I have a pre-design service I provide called the Next Step Discovery Review. For a modest fee that we determine once we identify the scope of the work, I prepare a report that identifies the hidden barriers and opportunities in your project. It is very important to do this before spending a minute on the design. Even after 30 years in building, I am constantly surprised by the challenges I find that are not obvious.
An example of this approach can be seen in a recent project to create a sleeping loft for a daughter and a home office for the Dad out of an attic space in a contemporary house. The upper wall of the existing bedroom would be removed to connect to the adjoining attic space. The bedroom would then be available as an Art Studio. Seems so easy!
The attic was used for many years for storage for lots of books and other heavy stuff. During my pre-design visit to the Building Inspector, he asked if the third floor was structurally rated for occupancy. There was no answer to be found on the existing plans so, off to the engineer!
It turned out that the third floor was only rated for storage, so some structural changes would be needed. The attic floor joists did not extend all the way to the outside walls due to a high ceilinged bathroom between that attic and the outside wall. The result was that there was too much load on the SECOND FLOOR! It would be impossible to fix this without tearing apart the kitchen ceiling, removing the cabinets and lighting to reinforce the ceiling. There was no way that the owner would contemplate that scenario. The project was in jeopardy and the daughter was coming home soon.
My solution was akin to using a SKYHOOK! (echoes of summer camp) The trick was to double up the roof rafters that extended from the ridge, all the way down to the outside wall and to HANG THE ATTIC FLOOR FROM THE ROOF. This strategy allowed the engineer to provide calculations removing enough of the attic floor load off the second floor to satisfy the Building Code. In fact, nothing visible really changed, but this administrative hurdle had to be cleared before design could even begin.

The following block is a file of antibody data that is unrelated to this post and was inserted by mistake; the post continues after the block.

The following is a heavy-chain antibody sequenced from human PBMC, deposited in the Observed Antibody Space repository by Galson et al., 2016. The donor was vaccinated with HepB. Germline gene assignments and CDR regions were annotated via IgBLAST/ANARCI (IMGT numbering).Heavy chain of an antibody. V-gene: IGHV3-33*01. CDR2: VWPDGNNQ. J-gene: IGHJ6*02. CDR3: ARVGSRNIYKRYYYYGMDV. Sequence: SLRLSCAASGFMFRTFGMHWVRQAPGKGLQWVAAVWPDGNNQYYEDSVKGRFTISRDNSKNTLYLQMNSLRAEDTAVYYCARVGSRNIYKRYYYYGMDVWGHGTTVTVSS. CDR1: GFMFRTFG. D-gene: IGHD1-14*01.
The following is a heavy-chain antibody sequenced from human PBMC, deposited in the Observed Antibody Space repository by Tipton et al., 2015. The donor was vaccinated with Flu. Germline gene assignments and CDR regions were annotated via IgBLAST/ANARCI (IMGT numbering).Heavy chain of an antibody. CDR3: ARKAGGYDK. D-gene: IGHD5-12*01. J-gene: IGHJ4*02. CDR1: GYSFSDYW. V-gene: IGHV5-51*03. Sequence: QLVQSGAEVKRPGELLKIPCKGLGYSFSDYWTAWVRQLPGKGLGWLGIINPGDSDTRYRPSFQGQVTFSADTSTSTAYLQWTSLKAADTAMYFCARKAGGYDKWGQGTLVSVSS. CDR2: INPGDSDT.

It is always more expensive to fix problems after construction begins. (See my First Steps Page) In this case, we could have completed plans and found it impossible to get a Building Permit because of an oversight.
The wall around the closet used to extend to the ceiling. A steep, but legal stair meets Code requirements by using 2 exceptions for converting attic spaces for occupancy.
This is the view from the bed over the studio. The windows were added for Northern light.
The big reward is that the old bedroom is now a generous Painting Studio, and…
Here is the form I use as a preliminary agreement. It outlines the types of information that needs to be processed in order to build a firm foundation for your project. Let me know if you have a challenge you need help with.